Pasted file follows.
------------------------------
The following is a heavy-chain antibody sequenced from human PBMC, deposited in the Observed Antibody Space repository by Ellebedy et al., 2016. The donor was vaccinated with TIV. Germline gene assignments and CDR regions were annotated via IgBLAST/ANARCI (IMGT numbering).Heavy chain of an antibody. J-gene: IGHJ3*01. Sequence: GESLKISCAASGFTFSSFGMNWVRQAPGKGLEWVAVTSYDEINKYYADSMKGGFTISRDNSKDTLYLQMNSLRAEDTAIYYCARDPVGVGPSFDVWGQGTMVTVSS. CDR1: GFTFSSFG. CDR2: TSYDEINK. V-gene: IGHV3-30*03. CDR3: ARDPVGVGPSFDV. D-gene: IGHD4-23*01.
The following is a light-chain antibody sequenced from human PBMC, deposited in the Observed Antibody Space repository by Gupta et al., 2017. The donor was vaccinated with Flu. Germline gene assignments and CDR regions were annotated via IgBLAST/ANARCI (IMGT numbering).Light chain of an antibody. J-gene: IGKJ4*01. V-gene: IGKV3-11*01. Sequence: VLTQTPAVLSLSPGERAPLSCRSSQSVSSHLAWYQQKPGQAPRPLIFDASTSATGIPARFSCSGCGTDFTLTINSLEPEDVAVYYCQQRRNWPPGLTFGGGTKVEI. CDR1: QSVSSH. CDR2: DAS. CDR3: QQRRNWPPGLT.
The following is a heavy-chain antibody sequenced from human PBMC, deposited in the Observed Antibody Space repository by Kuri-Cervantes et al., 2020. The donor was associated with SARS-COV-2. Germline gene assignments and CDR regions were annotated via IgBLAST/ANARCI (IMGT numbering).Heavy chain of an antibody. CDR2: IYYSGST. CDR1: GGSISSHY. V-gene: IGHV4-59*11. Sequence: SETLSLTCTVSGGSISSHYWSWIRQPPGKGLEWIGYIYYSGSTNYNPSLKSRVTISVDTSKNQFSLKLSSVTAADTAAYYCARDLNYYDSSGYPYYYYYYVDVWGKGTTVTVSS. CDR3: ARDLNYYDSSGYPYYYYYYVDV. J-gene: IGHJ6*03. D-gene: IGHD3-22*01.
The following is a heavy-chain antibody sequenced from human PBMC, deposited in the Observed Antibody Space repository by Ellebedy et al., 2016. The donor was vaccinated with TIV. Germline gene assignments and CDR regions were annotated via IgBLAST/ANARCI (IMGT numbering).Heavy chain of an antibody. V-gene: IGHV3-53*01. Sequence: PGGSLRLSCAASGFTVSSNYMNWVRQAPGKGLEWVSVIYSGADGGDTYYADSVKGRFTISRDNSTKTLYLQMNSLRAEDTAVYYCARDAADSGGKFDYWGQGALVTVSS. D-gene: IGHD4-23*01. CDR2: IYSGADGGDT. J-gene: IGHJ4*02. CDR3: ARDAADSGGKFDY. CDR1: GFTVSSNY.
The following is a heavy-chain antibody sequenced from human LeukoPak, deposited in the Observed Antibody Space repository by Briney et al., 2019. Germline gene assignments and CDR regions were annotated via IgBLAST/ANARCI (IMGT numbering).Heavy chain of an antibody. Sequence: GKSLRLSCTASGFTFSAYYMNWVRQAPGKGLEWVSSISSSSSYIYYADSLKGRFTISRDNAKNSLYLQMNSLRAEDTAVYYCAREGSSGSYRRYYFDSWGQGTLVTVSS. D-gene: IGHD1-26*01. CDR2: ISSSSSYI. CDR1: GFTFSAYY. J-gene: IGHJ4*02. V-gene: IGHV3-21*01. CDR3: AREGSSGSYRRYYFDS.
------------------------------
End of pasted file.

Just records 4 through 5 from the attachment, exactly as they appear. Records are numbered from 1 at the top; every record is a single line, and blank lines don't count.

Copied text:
The following is a heavy-chain antibody sequenced from human PBMC, deposited in the Observed Antibody Space repository by Ellebedy et al., 2016. The donor was vaccinated with TIV. Germline gene assignments and CDR regions were annotated via IgBLAST/ANARCI (IMGT numbering).Heavy chain of an antibody. V-gene: IGHV3-53*01. Sequence: PGGSLRLSCAASGFTVSSNYMNWVRQAPGKGLEWVSVIYSGADGGDTYYADSVKGRFTISRDNSTKTLYLQMNSLRAEDTAVYYCARDAADSGGKFDYWGQGALVTVSS. D-gene: IGHD4-23*01. CDR2: IYSGADGGDT. J-gene: IGHJ4*02. CDR3: ARDAADSGGKFDY. CDR1: GFTVSSNY.
The following is a heavy-chain antibody sequenced from human LeukoPak, deposited in the Observed Antibody Space repository by Briney et al., 2019. Germline gene assignments and CDR regions were annotated via IgBLAST/ANARCI (IMGT numbering).Heavy chain of an antibody. Sequence: GKSLRLSCTASGFTFSAYYMNWVRQAPGKGLEWVSSISSSSSYIYYADSLKGRFTISRDNAKNSLYLQMNSLRAEDTAVYYCAREGSSGSYRRYYFDSWGQGTLVTVSS. D-gene: IGHD1-26*01. CDR2: ISSSSSYI. CDR1: GFTFSAYY. J-gene: IGHJ4*02. V-gene: IGHV3-21*01. CDR3: AREGSSGSYRRYYFDS.